In the specifics of horse events, I agree with everything you have said. It’s extremely exciting to watch large animals running and most breeds are working dogs so they end up reverting to instincts. I have less problem with people watching from on a hill overlooking an arena. Something as intense as a cross country run, just don’t bring the dog.

  17. At a dressage show last year I had a dog decide to join me in the court during a test. The facility owner is quite strict that no outside dogs are allowed, but in this case, it was her dog 🙈 it didn’t necessarily bother my horse much (she’s used to dogs), but it did frustrate me a little bit, because not only was it incredibly distracting, but I had to figure out how to best navigate around it while staying on course.

    None of my dogs go to horse shows because they’re obnoxious beasties with no manners 😂

  18. Not a fan of dogs at horse shows. I have 2 very well-behaved dogs, but I don’t bring them to the barn and I don’t bring them to shows. Like horses, dogs can be unpredictable, and sorry to the dog-owners out there, but at barns and horse shows, horses are the priority. My horse (surprisingly) is fine with dogs, but I’ve been to multiple shows where a dog has ruined someone’s ride and it’s completely unfair.

  19. Such a good topic – I’m loving reading these opinions. As someone who owned a dog-aggressive horse, this is pretty set in stone for me. I have no issues with well controlled, well trained dogs…but if your dog is loose or aggressive – you have to go. Someone or something will get hurt 😦 Sorry, not sorry. If I can take the time to teach my toddler to not scream at horses, then you can take the time to hold a leash. It’s all about respect and safety.

  20. Absolute PET HATE is poorly behaved dogs at shows!

    The worst part though is when you’re responsible for telling someone to remove the dog due to behaviour and then they get offended like it is you who is being unreasonable?

    Terrible sportsmanship!

  21. I don’t think dogs should be allowed at events 90% of the time. There are dogs who are mannered enough but most aren’t.

    Example…. My sister is a professional barrel racer, lots of rodeo people travel with dogs for companion and safety. Most of those dogs are well versed, rodeo pros. We were at a rodeo and had a security guards dog come and attack my sisters dog … my sister and I are both prego, she trapped the dog with her legs and I grabbed her dog, a kind stranger grabbed the other dog and we hightailed it out of there. The owner didn’t even apologize or secure the dog…. it came after us AGAIN!! Thankfully I saw it coming, my sisters dog is smaller and we sandwiched her between us and hid her. Again no owner in sight to handle her dog.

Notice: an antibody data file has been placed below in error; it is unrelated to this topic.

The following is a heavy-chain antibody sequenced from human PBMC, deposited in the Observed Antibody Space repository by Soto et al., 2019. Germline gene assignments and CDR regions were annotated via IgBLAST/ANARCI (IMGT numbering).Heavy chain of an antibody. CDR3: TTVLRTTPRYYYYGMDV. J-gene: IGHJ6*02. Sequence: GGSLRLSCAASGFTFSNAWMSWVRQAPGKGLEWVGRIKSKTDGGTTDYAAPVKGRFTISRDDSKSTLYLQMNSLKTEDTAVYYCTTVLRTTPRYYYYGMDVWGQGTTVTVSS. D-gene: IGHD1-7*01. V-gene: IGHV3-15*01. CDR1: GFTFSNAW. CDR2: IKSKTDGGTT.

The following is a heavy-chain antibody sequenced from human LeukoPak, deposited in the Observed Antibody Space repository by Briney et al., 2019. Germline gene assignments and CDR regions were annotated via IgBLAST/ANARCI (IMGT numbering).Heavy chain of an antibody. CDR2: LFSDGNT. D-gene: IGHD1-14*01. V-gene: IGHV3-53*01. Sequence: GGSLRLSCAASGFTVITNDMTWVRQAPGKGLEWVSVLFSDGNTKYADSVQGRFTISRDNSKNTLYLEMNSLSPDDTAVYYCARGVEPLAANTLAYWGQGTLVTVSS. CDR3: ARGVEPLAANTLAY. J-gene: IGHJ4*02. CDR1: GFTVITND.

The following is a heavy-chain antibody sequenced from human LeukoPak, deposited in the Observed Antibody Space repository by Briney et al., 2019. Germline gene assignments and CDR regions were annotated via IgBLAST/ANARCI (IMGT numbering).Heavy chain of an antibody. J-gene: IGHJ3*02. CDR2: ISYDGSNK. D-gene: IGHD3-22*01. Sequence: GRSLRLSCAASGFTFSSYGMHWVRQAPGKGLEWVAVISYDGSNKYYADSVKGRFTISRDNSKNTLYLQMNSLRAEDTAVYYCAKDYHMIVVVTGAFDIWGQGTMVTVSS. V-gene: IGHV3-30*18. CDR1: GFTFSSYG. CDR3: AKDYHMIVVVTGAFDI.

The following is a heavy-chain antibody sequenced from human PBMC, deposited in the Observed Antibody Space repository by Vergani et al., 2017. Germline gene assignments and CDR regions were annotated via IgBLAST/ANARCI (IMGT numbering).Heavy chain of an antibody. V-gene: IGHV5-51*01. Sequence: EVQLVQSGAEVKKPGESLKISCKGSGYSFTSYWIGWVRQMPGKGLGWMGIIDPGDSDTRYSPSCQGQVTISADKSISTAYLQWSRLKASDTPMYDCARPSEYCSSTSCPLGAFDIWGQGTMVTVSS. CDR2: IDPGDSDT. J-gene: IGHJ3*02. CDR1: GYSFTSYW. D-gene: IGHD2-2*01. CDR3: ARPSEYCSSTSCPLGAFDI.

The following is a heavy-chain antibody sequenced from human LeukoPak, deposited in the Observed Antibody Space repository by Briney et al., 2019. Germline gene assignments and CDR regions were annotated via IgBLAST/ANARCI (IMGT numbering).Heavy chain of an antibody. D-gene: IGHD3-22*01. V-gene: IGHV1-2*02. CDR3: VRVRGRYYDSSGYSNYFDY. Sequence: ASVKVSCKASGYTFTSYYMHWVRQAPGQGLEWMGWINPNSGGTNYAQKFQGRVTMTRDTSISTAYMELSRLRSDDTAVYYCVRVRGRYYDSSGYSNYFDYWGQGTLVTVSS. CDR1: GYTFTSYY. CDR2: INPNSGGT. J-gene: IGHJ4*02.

This was AT a rodeo with thousands of people and kids and animals… not cool!

  22. I never take my dog when I’m there competing, or when I’m helping out others who are doing so. It’s distracting to me if I’m riding, and if I’m worrying about the dog then I’m not giving those I’m helping my full attention, and that’s not fair to them.

    She’s been to a show twice in the five years I’ve had her, and both times I was a spectator. The first was a “fun show” to benefit the USERL, and her rescue was there, so I wanted them to get to see her before I left the area. The second was at a spacious 3 day event venue, and I was spectating from a far, not associated with any barn. She is super well behaved, doesn’t bark basically ever, and shuts up straight away if she starts & I tell her to. She’s also good around horses. We stayed away from highly congested horse areas, and she was attached to me via a leash at all times.

    To sum up – generally speaking I think dogs need to stay home. if you can’t afford to compete and care for your dog at the same time, don’t compete. If you’re spectating, not directly involved in any horse related activities (i.e judging, WTF is up with that?!!!, or helping out friends/barn mates), and your dog is well behaved (according to others, not just you), then fine, but proceed with extreme caution and respect for those who have put lots of time and effort into, and paid lots of money, to compete there.

  23. I think dogs should be allowed at horse shows, but it is up to the owner to ensure their dog is properly trained and the owner should be held accountable if their dog is not trained.

    If dogs get loose and interfere with the competition the owner should be possibly fined when it comes to serious competitions, especially competitions like Rolex as the riders have spent a lot of money to get to that level of competition therefore if the dog does something like the above videos and chases the rider along the course those riders deserve to be compensated. Just thinking about how much time, effort and money rider put in to making sure their horse is in top condition to compete a stupid little think like someone not holding on to a lead messes that up for them. I think something as serious as a fine would make dog owners seriously think about how they handle their dogs at these competitions.

    Personally I do want to have dogs in the future but I will not tolerate an untrained dog, they live in your house, how can you not have them trained and if you can’t put the time in to train them, why do you have a dog? Overall I think we have domesticated these animals so we are responsible for them therefore an untrained dog is laziness… phew sorry rant over 🙂